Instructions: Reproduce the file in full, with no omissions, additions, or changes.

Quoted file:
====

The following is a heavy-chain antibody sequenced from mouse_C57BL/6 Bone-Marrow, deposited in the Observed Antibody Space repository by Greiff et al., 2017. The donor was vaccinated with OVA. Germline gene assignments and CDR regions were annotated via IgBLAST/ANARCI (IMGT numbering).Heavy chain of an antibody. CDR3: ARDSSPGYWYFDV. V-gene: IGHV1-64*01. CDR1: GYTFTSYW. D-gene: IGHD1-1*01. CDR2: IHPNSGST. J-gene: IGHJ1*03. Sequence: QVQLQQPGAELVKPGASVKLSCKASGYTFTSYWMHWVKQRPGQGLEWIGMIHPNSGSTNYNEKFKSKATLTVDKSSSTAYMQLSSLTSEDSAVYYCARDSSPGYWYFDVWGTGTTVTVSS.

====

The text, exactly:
The following is a heavy-chain antibody sequenced from mouse_C57BL/6 Bone-Marrow, deposited in the Observed Antibody Space repository by Greiff et al., 2017. The donor was vaccinated with OVA. Germline gene assignments and CDR regions were annotated via IgBLAST/ANARCI (IMGT numbering).Heavy chain of an antibody. CDR3: ARDSSPGYWYFDV. V-gene: IGHV1-64*01. CDR1: GYTFTSYW. D-gene: IGHD1-1*01. CDR2: IHPNSGST. J-gene: IGHJ1*03. Sequence: QVQLQQPGAELVKPGASVKLSCKASGYTFTSYWMHWVKQRPGQGLEWIGMIHPNSGSTNYNEKFKSKATLTVDKSSSTAYMQLSSLTSEDSAVYYCARDSSPGYWYFDVWGTGTTVTVSS.